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Do You Understand Your Influences?

Written by Stephen Scoggins

July 15, 2020

understanding your influences, journey principles blog

Your beliefs play a bigger part in your success or failure than most people often think. For example, if you don’t believe you’re attractive, gaining muscle mass probably won’t get you a partner. If you don’t believe your start-up idea will succeed, you probably won’t even get started. But where do our beliefs come from? The majority come from our influences – the people, places, and stimuli in our past and present. That’s why it’s so important to understand your influences.

Understand Your Influences

For years my upbringing defined my life. I followed the beliefs and behavioral patterns of my parents and refused to venture into any corner of the world that didn’t remind me of the impoverished environment I grew up in. 

Then I learned something that changed everything: Your past has nothing to do with your future. When I was younger I couldn’t choose many of my influences, but now I can. So can you. 

You can identify your self-sabotaging beliefs and tendencies by understanding where you came from. Then you can discover how your current surroundings are reinforcing those. Finally, you can make changes to your influences and shift your mindset. Let’s look at each type of influence so that you can gain this perspective.

The 5 Types of Influences

You can’t change what you don’t understand, so here we’ll break down the 5 different types of influences and how they’ve probably affected you. 

Parental

Your parents and/or parental figures massively affect your personality and worldview. In fact, they probably shaped you more than anything else. This category is the acorn – the seed with your DNA that emerges and grows over time. To understand your influences, you need to start here.

My biological parents were a pretty negative influence on me. Until age 19, they mostly weren’t involved. This experience gave me a huge fear of abandonment that I had to overcome. 

The bad news is that you can’t change your parental influences, but the good news is that you can change what you get from them. I encourage you to take 20 minutes to list 5 things that your parental influences did that were great, and list 5 that were damaging. Then focus on the 5 positive things they gave you and imagine the positive opposites of the 5 negative things. This will help you gain perspective and start shifting your mindset away from the worst aspects of your parental influences.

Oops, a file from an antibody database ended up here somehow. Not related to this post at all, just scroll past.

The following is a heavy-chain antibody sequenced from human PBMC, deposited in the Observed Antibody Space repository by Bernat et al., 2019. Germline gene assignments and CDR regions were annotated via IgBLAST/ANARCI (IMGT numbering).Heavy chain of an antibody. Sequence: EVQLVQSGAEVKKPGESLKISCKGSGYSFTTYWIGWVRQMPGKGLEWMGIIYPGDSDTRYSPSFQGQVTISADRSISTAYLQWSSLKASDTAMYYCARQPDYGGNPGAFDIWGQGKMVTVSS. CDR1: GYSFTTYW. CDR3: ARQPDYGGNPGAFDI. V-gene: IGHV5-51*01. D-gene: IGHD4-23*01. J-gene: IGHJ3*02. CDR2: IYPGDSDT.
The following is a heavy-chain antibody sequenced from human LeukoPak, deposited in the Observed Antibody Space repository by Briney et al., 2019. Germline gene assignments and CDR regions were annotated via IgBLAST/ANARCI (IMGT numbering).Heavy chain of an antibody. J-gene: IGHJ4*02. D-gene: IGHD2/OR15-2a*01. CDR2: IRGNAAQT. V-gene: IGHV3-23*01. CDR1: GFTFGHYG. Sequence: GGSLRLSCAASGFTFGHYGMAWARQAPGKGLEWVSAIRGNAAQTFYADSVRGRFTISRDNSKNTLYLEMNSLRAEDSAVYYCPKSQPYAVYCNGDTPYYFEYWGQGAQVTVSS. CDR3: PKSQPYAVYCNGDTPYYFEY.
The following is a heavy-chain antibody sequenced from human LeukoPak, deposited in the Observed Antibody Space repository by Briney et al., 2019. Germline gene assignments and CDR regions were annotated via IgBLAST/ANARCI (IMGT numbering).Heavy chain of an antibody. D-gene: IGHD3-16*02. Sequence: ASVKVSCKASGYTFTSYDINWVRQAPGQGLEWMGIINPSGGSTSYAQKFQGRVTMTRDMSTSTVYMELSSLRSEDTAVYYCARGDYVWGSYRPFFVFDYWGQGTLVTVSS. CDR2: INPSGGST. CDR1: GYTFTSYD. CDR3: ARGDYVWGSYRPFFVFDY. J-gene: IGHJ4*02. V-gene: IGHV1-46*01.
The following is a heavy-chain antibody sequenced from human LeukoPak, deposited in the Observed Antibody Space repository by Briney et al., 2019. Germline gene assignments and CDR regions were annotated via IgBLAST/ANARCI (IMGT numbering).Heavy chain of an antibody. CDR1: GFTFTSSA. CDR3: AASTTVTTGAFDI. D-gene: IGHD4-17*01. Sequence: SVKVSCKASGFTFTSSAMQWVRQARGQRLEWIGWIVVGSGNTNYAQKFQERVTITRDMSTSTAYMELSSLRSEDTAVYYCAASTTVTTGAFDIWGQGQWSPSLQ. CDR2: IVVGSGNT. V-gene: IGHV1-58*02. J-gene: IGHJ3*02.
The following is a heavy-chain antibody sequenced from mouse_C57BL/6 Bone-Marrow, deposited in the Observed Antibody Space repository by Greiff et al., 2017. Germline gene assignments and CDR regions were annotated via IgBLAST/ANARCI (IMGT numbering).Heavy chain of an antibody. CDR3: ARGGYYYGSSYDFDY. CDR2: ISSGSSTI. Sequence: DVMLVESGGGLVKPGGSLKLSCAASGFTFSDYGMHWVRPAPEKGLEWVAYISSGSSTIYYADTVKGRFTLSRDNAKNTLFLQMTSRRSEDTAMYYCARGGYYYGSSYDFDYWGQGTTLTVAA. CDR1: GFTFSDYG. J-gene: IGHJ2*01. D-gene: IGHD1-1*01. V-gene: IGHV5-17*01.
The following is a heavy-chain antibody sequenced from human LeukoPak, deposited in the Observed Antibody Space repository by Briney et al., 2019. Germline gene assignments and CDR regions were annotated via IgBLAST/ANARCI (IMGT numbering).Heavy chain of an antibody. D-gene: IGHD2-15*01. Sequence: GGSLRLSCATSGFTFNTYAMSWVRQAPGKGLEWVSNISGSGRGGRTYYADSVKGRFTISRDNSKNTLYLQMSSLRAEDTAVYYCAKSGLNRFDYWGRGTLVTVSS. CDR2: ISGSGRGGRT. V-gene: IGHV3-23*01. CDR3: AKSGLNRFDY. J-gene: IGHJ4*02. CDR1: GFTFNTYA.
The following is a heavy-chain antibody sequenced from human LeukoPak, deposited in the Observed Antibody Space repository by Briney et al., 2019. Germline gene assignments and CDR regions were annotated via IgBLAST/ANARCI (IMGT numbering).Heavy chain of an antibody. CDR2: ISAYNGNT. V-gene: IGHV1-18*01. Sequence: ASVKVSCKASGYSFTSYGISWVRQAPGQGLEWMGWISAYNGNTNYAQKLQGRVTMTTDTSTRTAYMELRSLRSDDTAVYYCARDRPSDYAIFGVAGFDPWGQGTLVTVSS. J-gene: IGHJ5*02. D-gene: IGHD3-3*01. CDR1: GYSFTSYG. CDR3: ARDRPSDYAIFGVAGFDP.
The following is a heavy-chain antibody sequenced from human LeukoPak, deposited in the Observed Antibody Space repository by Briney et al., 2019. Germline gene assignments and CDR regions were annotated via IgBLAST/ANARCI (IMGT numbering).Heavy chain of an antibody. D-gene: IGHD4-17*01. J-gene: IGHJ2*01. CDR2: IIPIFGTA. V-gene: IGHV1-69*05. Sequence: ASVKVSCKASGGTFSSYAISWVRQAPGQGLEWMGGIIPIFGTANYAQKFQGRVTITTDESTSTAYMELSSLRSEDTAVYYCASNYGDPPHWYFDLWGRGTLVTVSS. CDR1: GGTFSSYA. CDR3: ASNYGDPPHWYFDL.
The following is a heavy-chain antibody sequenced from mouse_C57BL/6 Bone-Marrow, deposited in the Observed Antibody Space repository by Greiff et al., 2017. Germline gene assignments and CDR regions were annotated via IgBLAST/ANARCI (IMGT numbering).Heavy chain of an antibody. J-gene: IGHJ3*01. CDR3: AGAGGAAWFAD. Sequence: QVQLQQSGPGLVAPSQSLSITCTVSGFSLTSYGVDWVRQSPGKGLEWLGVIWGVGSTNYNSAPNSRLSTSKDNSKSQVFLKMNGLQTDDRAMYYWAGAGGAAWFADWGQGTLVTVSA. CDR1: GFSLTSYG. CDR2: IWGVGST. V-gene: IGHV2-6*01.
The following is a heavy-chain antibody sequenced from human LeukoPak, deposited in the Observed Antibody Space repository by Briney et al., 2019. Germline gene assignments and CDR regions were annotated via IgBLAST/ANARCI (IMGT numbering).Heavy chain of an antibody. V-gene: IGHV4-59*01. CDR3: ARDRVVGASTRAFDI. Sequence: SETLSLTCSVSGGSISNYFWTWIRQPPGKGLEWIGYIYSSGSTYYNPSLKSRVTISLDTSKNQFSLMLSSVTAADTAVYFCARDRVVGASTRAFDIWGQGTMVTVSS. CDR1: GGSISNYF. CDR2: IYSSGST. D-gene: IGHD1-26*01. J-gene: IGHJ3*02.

Environmental

This is the place you were planted. These are your roots – your frame of reference through which everything is filtered. 

There’s a saying that goes “Live in New York once, but leave before it makes you hard. Live in California once but leave before it makes you soft.” Every environment will have benefits and detriments. Your job is to understand what your environment imparted to you early in life to understand your influences. Some will be good, and some won’t. Common traits shaped by your environment are your speech patterns, sense of propriety, and comfort zone.

Relational 

Relational influences are everything from your romantic partner to your peers and coworkers. Parental influences deserve their own category but could be included here as well. 

People around you will always be tempted to tell you that you can’t rise above your circumstances. This is because their circumstances are often similar, and if you can rise above it, that means they also can. Admitting this would shine an uncomfortable light on their lives and their actions. A lot of people would rather believe that they can’t have a better life rather than accept responsibility for being where they are. Attacking others who believe for better is a way of protecting themselves from despair.